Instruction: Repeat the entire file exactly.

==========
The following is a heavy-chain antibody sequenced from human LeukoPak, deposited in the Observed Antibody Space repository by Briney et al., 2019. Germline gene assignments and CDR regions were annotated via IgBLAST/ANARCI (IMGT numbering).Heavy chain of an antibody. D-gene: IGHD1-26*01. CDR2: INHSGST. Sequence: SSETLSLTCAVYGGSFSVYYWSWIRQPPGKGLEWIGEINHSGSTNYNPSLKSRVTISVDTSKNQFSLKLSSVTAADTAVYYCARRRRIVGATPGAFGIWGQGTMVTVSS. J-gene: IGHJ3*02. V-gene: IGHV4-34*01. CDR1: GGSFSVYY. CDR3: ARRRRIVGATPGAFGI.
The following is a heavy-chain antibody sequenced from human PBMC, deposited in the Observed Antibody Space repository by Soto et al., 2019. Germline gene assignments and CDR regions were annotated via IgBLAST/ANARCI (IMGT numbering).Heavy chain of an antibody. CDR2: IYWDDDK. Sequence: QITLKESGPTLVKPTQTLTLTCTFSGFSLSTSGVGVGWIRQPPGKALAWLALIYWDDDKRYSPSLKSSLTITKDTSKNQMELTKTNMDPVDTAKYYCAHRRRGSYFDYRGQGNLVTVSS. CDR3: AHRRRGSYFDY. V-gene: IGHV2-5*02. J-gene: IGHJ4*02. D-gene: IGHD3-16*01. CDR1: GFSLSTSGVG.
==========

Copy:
The following is a heavy-chain antibody sequenced from human LeukoPak, deposited in the Observed Antibody Space repository by Briney et al., 2019. Germline gene assignments and CDR regions were annotated via IgBLAST/ANARCI (IMGT numbering).Heavy chain of an antibody. D-gene: IGHD1-26*01. CDR2: INHSGST. Sequence: SSETLSLTCAVYGGSFSVYYWSWIRQPPGKGLEWIGEINHSGSTNYNPSLKSRVTISVDTSKNQFSLKLSSVTAADTAVYYCARRRRIVGATPGAFGIWGQGTMVTVSS. J-gene: IGHJ3*02. V-gene: IGHV4-34*01. CDR1: GGSFSVYY. CDR3: ARRRRIVGATPGAFGI.
The following is a heavy-chain antibody sequenced from human PBMC, deposited in the Observed Antibody Space repository by Soto et al., 2019. Germline gene assignments and CDR regions were annotated via IgBLAST/ANARCI (IMGT numbering).Heavy chain of an antibody. CDR2: IYWDDDK. Sequence: QITLKESGPTLVKPTQTLTLTCTFSGFSLSTSGVGVGWIRQPPGKALAWLALIYWDDDKRYSPSLKSSLTITKDTSKNQMELTKTNMDPVDTAKYYCAHRRRGSYFDYRGQGNLVTVSS. CDR3: AHRRRGSYFDY. V-gene: IGHV2-5*02. J-gene: IGHJ4*02. D-gene: IGHD3-16*01. CDR1: GFSLSTSGVG.